The US economy added slightly more jobs than expected in June, but the unemployment rate rose above consensus expectations.

The closely watched employment report from the US Labor Department’s Bureau of Labor Statistics revealed that US Nonfarm payrolls increased by 206,000 jobs in June, surpassing the expected rise of 190,000 and against May’s downwardly revised figure of 218,000 from 272,000.

The report also showed that the unemployment rate rose to 4.1% from 4.0% in May, in line with expectations. Average hourly earnings increased by 0.3% month-on-month after a 0.4% rise in May, and the annualized figure showed a 3.9% rise in June compared to a 4.1% increase the previous month, meeting expectations.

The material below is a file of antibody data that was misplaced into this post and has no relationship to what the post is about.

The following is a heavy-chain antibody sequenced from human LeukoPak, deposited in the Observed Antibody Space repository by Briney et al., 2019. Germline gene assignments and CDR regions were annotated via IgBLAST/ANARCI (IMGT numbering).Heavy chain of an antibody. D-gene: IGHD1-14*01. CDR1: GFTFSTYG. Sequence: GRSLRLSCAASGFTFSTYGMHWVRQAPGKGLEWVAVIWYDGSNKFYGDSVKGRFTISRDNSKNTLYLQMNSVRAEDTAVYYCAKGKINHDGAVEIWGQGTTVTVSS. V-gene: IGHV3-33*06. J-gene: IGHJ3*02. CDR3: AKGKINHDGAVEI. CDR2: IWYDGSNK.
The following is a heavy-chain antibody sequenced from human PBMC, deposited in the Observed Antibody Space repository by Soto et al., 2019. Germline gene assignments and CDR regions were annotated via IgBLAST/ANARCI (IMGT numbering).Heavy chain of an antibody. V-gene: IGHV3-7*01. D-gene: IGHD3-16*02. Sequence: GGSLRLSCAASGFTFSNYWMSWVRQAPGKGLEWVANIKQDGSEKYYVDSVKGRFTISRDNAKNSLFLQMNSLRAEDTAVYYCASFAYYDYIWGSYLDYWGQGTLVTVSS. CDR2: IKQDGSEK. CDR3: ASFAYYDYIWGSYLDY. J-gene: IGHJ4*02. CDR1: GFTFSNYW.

US job growth slowed to a still-healthy pace in June, with the unemployment rate rising to 4.1%. This increases the chances that the Federal Reserve can bring inflation under control without significantly raising the risk of a recession.

Analysts view the June job growth pace as healthy despite the slowdown, with the rising unemployment rate signaling resilience in the labor sector and boosting hopes that the Federal Reserve can tame inflation without tipping the economy into recession.

Combined with the moderation in prices in May, the report confirms that the disinflationary trend is back on track after the inflation surge in the first quarter. This could boost the Fed’s confidence in the inflation outlook and bring it a step closer to cutting rates later this year, after maintaining its benchmark overnight interest rate in the 5.25%-5.50% range for a year.

The minutes of the central bank’s last meeting, released earlier this week, showed policymakers acknowledged that the economy appeared to be slowing and that price pressures were diminishing.